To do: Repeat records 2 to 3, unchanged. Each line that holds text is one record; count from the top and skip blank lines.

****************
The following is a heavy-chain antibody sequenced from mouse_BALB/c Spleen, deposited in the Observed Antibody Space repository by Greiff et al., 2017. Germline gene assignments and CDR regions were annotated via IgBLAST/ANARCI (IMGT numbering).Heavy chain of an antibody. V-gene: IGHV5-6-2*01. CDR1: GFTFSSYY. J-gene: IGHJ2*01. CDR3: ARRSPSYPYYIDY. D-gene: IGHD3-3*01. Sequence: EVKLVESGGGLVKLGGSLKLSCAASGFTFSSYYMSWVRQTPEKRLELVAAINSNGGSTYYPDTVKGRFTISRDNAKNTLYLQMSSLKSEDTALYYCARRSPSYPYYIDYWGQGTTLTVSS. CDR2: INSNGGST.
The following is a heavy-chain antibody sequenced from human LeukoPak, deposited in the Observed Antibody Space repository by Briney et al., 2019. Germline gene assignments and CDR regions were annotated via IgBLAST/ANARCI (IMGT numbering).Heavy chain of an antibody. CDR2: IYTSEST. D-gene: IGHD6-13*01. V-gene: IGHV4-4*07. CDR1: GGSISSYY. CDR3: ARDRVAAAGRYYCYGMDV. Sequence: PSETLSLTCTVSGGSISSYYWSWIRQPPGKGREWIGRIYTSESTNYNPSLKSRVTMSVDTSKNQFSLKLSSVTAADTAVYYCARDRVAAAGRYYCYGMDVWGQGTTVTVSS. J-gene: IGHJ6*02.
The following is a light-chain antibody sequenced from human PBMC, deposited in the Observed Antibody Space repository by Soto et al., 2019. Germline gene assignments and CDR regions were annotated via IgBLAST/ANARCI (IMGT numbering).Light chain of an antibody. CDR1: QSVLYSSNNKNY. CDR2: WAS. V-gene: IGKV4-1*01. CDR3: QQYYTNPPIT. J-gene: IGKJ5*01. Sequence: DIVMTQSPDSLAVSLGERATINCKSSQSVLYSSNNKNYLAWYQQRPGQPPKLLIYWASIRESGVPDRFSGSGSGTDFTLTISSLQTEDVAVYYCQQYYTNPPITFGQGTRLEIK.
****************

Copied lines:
The following is a heavy-chain antibody sequenced from human LeukoPak, deposited in the Observed Antibody Space repository by Briney et al., 2019. Germline gene assignments and CDR regions were annotated via IgBLAST/ANARCI (IMGT numbering).Heavy chain of an antibody. CDR2: IYTSEST. D-gene: IGHD6-13*01. V-gene: IGHV4-4*07. CDR1: GGSISSYY. CDR3: ARDRVAAAGRYYCYGMDV. Sequence: PSETLSLTCTVSGGSISSYYWSWIRQPPGKGREWIGRIYTSESTNYNPSLKSRVTMSVDTSKNQFSLKLSSVTAADTAVYYCARDRVAAAGRYYCYGMDVWGQGTTVTVSS. J-gene: IGHJ6*02.
The following is a light-chain antibody sequenced from human PBMC, deposited in the Observed Antibody Space repository by Soto et al., 2019. Germline gene assignments and CDR regions were annotated via IgBLAST/ANARCI (IMGT numbering).Light chain of an antibody. CDR1: QSVLYSSNNKNY. CDR2: WAS. V-gene: IGKV4-1*01. CDR3: QQYYTNPPIT. J-gene: IGKJ5*01. Sequence: DIVMTQSPDSLAVSLGERATINCKSSQSVLYSSNNKNYLAWYQQRPGQPPKLLIYWASIRESGVPDRFSGSGSGTDFTLTISSLQTEDVAVYYCQQYYTNPPITFGQGTRLEIK.